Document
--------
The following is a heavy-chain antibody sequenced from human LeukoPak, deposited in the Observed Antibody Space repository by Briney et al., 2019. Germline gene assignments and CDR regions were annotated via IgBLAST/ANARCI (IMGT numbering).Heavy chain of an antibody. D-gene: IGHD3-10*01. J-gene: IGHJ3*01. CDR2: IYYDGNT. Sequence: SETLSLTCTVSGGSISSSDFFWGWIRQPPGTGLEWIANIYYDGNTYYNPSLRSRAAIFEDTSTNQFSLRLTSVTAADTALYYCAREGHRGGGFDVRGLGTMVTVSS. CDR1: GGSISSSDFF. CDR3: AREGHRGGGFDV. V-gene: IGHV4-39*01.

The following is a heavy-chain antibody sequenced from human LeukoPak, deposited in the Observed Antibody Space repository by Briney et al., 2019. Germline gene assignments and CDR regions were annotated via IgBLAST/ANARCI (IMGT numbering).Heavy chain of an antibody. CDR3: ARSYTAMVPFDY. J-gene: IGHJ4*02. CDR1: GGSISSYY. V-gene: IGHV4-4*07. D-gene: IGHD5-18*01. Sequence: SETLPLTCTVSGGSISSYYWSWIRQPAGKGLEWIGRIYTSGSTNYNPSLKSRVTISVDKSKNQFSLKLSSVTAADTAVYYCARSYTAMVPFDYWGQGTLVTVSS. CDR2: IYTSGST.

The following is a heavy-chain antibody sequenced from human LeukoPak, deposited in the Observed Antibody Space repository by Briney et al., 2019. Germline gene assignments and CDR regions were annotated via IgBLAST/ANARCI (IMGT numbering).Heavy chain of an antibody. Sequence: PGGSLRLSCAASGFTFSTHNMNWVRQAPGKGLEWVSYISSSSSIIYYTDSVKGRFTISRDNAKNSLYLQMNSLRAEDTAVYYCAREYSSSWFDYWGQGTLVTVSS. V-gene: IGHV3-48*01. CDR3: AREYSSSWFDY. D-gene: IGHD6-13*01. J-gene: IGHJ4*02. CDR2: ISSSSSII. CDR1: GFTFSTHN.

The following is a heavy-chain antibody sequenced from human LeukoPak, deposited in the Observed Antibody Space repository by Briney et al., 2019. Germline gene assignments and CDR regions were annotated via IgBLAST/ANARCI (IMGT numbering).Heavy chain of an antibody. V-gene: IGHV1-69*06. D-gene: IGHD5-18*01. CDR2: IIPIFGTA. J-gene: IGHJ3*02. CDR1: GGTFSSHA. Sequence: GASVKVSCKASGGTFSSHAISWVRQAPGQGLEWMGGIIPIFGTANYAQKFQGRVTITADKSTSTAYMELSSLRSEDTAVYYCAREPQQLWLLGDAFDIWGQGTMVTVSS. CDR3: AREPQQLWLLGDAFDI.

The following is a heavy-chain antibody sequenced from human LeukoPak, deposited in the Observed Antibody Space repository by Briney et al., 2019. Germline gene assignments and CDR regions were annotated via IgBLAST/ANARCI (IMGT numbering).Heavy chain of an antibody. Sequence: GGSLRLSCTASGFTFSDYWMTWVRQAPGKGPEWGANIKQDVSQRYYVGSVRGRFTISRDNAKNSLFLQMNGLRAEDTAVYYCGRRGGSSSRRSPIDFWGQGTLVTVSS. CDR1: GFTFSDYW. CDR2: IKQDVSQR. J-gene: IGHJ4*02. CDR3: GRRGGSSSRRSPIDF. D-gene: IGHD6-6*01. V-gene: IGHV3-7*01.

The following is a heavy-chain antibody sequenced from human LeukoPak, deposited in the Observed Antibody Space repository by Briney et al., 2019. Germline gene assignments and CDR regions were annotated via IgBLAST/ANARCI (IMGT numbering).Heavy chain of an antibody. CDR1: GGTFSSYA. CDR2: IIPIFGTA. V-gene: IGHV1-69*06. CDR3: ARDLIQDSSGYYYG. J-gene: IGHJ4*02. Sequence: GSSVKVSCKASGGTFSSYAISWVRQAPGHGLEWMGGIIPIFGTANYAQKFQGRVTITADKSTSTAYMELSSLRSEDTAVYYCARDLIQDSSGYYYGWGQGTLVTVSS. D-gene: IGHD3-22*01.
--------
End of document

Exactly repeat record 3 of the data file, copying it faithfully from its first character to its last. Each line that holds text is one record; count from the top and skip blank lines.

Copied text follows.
The following is a heavy-chain antibody sequenced from human LeukoPak, deposited in the Observed Antibody Space repository by Briney et al., 2019. Germline gene assignments and CDR regions were annotated via IgBLAST/ANARCI (IMGT numbering).Heavy chain of an antibody. Sequence: PGGSLRLSCAASGFTFSTHNMNWVRQAPGKGLEWVSYISSSSSIIYYTDSVKGRFTISRDNAKNSLYLQMNSLRAEDTAVYYCAREYSSSWFDYWGQGTLVTVSS. V-gene: IGHV3-48*01. CDR3: AREYSSSWFDY. D-gene: IGHD6-13*01. J-gene: IGHJ4*02. CDR2: ISSSSSII. CDR1: GFTFSTHN.